“Oh Diane, that was years ago. But I’m hard to forget.”

Principal Slater shooed the custodian out of the room and turned back to address the other bored faces scrolling through cell phones. “Anything else I’m forgetting?”

Diane interjected. “The transportation initiative. Weren’t we going to discuss that?

“Ah, yes. Thanks. The driving initiative. Basically, we need to start taking some steps to create a safer environment for our young drivers. The usual stuff. Seat belt safety and texting while driving. Maybe we can add a special segment either to driver’s education or gym class.”

Chelsea raised her hand. “Principal Slater. I can ask Coach Fenway this evening if he would be interested in taking on that project.”

Jessica shook her head. She thought this Coach Fenway must be some good looking guy considering how much the cleavage bragged about him.

Chelsea noticed Jessica shaking her head. “Excuse me? Did you want to add something?”

Jessica startled at being noticed. “Nope. I’m good.”

Principal Slater continued. “That would be fine Chelsea. And on that note, I think I’ve covered everything that I have. Chelsea, do you wanna continue?”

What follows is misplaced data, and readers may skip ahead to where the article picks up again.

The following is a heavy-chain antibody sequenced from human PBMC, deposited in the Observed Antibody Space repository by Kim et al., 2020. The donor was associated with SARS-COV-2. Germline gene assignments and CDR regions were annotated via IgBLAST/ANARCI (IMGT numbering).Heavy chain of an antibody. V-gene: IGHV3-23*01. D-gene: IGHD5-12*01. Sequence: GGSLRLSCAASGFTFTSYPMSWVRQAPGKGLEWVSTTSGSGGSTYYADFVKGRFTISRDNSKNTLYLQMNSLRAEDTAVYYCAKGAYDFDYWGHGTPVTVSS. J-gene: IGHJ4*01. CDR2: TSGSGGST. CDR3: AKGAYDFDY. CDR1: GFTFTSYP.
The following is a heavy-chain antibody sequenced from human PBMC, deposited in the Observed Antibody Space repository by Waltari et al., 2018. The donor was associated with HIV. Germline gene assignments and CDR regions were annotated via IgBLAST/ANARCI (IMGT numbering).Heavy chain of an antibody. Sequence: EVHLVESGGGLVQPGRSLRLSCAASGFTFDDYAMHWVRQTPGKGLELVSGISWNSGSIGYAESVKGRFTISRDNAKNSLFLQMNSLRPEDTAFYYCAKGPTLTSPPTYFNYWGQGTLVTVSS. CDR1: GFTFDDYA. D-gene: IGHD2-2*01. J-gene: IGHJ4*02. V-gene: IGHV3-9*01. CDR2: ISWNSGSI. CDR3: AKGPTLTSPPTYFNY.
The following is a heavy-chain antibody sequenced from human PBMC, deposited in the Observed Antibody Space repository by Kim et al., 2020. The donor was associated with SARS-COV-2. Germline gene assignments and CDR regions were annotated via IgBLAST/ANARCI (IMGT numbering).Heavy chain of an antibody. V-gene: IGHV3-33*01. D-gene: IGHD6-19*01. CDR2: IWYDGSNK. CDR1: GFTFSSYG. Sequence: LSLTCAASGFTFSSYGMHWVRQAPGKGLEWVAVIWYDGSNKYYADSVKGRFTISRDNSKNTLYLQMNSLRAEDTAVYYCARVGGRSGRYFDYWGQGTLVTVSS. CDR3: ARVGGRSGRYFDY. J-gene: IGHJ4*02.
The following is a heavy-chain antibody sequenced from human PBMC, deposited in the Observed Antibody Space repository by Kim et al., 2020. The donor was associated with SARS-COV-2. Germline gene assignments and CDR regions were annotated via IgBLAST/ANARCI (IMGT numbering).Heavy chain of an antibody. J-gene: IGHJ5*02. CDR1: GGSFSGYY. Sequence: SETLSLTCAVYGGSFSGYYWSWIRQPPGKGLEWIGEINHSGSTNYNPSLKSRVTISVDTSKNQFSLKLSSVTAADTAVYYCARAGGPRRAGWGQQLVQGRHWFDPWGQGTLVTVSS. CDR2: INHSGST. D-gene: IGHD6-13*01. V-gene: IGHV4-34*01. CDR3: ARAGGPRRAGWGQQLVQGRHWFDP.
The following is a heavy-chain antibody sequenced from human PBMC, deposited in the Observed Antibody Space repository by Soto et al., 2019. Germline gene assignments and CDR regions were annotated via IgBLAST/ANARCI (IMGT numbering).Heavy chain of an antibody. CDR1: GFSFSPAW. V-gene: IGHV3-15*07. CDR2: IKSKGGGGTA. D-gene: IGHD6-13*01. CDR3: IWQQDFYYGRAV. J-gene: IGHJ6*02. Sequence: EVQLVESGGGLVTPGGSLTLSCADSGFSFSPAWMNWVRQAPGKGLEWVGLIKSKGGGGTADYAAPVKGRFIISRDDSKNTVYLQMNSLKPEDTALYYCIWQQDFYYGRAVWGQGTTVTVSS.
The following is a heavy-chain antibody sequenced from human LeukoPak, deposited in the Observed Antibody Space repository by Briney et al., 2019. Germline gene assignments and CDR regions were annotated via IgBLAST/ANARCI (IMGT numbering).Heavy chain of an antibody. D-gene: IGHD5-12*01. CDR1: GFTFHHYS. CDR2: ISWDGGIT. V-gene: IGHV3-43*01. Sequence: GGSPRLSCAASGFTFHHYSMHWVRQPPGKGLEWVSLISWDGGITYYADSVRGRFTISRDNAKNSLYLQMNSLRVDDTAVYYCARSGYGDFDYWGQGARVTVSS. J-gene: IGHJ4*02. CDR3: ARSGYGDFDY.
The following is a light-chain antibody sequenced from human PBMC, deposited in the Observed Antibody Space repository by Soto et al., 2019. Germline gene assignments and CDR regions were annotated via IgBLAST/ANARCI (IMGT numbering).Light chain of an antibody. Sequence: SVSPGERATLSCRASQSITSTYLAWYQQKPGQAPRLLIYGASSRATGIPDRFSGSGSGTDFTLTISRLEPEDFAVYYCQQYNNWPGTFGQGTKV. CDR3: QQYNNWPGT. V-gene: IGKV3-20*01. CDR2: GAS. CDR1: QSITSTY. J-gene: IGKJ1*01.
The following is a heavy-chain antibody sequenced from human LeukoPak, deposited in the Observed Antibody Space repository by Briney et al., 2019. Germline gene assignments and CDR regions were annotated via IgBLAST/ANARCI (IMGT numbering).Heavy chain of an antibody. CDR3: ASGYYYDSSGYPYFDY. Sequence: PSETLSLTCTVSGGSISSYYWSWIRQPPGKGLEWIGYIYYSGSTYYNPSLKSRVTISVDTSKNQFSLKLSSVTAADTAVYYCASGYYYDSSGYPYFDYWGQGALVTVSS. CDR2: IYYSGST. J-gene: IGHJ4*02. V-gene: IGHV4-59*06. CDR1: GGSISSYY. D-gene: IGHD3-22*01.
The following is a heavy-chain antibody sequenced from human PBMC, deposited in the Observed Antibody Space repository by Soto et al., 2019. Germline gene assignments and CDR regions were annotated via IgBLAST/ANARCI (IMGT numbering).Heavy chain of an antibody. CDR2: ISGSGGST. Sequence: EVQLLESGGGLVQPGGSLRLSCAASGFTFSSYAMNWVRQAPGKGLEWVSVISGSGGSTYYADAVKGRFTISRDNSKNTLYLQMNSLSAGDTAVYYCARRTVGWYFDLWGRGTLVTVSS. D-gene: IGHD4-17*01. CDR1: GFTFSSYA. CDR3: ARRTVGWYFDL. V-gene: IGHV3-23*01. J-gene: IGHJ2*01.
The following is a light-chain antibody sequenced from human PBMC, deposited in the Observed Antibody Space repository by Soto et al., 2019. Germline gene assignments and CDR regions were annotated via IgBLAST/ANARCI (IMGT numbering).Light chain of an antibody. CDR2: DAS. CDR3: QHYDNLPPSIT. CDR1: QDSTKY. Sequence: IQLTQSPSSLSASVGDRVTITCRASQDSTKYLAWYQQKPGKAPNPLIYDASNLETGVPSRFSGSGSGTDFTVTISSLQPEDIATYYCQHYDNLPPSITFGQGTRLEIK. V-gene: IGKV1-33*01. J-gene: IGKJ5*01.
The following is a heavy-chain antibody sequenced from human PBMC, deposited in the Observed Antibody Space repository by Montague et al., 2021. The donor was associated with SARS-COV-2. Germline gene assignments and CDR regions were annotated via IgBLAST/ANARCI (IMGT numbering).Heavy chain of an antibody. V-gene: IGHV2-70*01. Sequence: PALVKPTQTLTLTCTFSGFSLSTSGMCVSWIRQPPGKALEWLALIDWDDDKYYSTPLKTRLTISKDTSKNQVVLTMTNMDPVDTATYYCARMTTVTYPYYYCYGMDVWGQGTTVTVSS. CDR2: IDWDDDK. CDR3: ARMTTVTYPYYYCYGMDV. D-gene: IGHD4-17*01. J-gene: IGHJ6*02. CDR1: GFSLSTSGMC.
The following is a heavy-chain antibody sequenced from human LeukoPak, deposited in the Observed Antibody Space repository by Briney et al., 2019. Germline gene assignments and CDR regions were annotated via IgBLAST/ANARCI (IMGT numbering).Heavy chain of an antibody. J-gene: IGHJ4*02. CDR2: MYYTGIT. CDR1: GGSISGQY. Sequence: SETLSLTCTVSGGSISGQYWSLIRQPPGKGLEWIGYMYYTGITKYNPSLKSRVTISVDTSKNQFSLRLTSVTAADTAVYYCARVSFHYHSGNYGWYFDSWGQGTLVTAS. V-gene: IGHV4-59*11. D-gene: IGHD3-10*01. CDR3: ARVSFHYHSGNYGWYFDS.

“Will do. Moving right along.” Chelsea pulled out her sheet and started flipping through. “I have someplace to be this evening so we will just skip to fundraising and wrap this meeting up early. We have some leftover funding from last year and need to decide which programs could benefit the most. I, for one, know that the cheerleaders could use new uniforms.”

“Didn’t they just get new uniforms,” asked Principal Slater.

“That was last year. New season, new uniforms,” answered Chelsea. “The girls have got to look their best for the competitions. After all, they did place third at last year’s state competition.”

Jessica raised her hand. “Shouldn’t we direct funds toward the groups that have the most immediate need?”

Principal Slater turned toward Jessica. “Why don’t you tell us which groups you think those are?”
“Ummmm…well,” Jessica mumbled. “One of my kids is in the band and their uniforms are pretty tattered. Most have holes or pretty bad stains.”

Chelsea scoffed. “Nobody cares about band geeks. Nice try Jessica, but clearly you don’t know where the priorities stand in this school. I’m not even sure why we have a band but I guess they do play music for the cheerleaders to dance to.”